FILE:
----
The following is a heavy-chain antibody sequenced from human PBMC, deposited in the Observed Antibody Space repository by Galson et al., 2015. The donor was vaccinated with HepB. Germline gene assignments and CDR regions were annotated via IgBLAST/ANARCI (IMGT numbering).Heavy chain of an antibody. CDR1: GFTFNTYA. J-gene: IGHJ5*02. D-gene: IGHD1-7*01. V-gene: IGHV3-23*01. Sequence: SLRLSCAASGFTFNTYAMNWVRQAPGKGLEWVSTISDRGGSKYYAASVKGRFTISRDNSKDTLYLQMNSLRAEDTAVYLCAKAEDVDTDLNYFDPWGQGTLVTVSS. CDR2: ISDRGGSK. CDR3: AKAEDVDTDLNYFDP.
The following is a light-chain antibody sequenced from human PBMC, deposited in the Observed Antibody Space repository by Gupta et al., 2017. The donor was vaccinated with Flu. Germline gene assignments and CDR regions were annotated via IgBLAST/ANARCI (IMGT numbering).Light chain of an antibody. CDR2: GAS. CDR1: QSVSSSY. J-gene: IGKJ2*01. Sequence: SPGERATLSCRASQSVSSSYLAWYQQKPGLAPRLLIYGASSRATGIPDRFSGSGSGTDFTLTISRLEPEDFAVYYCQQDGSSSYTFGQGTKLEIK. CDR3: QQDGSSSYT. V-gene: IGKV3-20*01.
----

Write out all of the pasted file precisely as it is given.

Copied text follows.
The following is a heavy-chain antibody sequenced from human PBMC, deposited in the Observed Antibody Space repository by Galson et al., 2015. The donor was vaccinated with HepB. Germline gene assignments and CDR regions were annotated via IgBLAST/ANARCI (IMGT numbering).Heavy chain of an antibody. CDR1: GFTFNTYA. J-gene: IGHJ5*02. D-gene: IGHD1-7*01. V-gene: IGHV3-23*01. Sequence: SLRLSCAASGFTFNTYAMNWVRQAPGKGLEWVSTISDRGGSKYYAASVKGRFTISRDNSKDTLYLQMNSLRAEDTAVYLCAKAEDVDTDLNYFDPWGQGTLVTVSS. CDR2: ISDRGGSK. CDR3: AKAEDVDTDLNYFDP.
The following is a light-chain antibody sequenced from human PBMC, deposited in the Observed Antibody Space repository by Gupta et al., 2017. The donor was vaccinated with Flu. Germline gene assignments and CDR regions were annotated via IgBLAST/ANARCI (IMGT numbering).Light chain of an antibody. CDR2: GAS. CDR1: QSVSSSY. J-gene: IGKJ2*01. Sequence: SPGERATLSCRASQSVSSSYLAWYQQKPGLAPRLLIYGASSRATGIPDRFSGSGSGTDFTLTISRLEPEDFAVYYCQQDGSSSYTFGQGTKLEIK. CDR3: QQDGSSSYT. V-gene: IGKV3-20*01.